I've been writing a lot about how the future of fossil fuels is looking shakier by the minute. In the UK, however, where solar abroad appears more favored than solar at home, the picture is not quite so clear.
On the one hand, there's been one gigantic victory: The UK's ruling Conservatives have now committed to close all remaining coal-fired power plants by 2025 at the latest, unless the industry can finally make headway on Carbon Capture and Storage. (Coincidentally, a meeting of 34 of the world's biggest economies also just announced they will phase out public financing of coal plants abroad.)
While this may seem like a huge deal—and certainly underlines the case that investing in coal is riskier than ever—clean energy advocates welcomed the news in decidedly muted fashion.
And that's because, as detailed over at The Guardian, it's part of a much broader "reset" of energy policy that's informed by the notion that the balance has swung too far in favor of green policies. This reset includes a rapid scaling back of support for solar and on-shore wind, a ramping up of natural gas—meaning Britain will be locked in to a carbon-generating, centralized energy system for decades to come—as well as an increase in new nuclear generation too.
It does also include only conditional support for offshore wind, based on the conditions that the industry can bring costs down in the near future. Needless to say, in a world where fossil fuel subsidies don't seem to receive the same scrutiny that renewables subsidies do, the Conservatives were open about the fact that this pivot to nuclear and gas will still require considerable financial support from the Government.
This being Britain, opponents of the Government reset were quick to offer analogies related to booze. Caroline Lucas, Member of Parliament for the Green Party, put it this way:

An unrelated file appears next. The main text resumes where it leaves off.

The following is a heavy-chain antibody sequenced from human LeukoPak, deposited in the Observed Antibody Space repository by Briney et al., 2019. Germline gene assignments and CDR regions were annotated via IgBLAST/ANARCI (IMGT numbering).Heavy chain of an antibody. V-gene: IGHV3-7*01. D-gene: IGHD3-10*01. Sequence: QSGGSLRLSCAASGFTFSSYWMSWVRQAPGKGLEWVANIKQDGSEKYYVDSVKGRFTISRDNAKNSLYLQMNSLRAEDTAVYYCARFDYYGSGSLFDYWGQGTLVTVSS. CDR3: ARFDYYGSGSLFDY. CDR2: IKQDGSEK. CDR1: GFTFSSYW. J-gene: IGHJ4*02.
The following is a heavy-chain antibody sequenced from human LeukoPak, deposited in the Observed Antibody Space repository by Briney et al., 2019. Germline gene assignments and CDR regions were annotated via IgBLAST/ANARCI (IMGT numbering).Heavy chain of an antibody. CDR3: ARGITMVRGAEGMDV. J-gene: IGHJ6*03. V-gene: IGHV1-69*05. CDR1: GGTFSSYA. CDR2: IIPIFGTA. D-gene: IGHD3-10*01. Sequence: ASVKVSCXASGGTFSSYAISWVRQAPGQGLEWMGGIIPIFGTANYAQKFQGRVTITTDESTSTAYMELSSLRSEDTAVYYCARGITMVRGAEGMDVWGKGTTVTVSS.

“This switch from coal to gas is like trying to go dry by switching from vodka to super-strength cider – it entirely fails to seriously address the real challenge at hand. Investing in renewables and energy conservation would be far more effective economically, environmentally and in terms of energy security. We must begin weaning ourselves off gas as quickly as possible.”
Meanwhile Al Gore was a little more forgiving, claiming that the coal phase out was "demonstrating the type of leadership that nations around the world must take in order to craft a successful agreement in Paris and solve the climate crisis”, but also noting that he was confused by government cuts to renewables.
Given how quickly renewables are already becoming cost competitive with coal and gas, and how renewables are already causing fossil fuel generators to sit idle and become more expensive, we may end up in an interesting position where government-supported, carbon-spewing gas power plants find themselves being out-competed and undermined by subsidy-free renewables in the decades to come.
Gas may be cleaner than coal. But that doesn't mean it'll stay on top forever.